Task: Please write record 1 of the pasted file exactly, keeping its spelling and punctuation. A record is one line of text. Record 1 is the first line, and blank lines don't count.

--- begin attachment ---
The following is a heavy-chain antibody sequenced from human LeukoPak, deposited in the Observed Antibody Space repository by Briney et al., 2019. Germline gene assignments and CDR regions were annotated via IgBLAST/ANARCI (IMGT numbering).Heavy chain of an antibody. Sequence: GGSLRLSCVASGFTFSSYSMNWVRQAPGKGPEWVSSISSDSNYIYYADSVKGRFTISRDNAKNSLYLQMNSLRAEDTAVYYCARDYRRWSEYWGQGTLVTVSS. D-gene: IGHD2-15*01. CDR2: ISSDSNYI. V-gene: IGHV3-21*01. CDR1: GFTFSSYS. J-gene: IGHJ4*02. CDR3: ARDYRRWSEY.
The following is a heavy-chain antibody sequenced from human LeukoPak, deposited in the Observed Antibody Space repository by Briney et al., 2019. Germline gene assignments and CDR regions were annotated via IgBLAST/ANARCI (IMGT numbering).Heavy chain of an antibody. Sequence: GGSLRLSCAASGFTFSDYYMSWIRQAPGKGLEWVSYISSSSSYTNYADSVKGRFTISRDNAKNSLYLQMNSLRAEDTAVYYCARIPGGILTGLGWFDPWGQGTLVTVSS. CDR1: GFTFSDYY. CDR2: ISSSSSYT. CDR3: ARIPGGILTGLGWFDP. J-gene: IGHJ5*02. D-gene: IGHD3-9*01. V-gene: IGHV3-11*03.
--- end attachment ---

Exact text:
The following is a heavy-chain antibody sequenced from human LeukoPak, deposited in the Observed Antibody Space repository by Briney et al., 2019. Germline gene assignments and CDR regions were annotated via IgBLAST/ANARCI (IMGT numbering).Heavy chain of an antibody. Sequence: GGSLRLSCVASGFTFSSYSMNWVRQAPGKGPEWVSSISSDSNYIYYADSVKGRFTISRDNAKNSLYLQMNSLRAEDTAVYYCARDYRRWSEYWGQGTLVTVSS. D-gene: IGHD2-15*01. CDR2: ISSDSNYI. V-gene: IGHV3-21*01. CDR1: GFTFSSYS. J-gene: IGHJ4*02. CDR3: ARDYRRWSEY.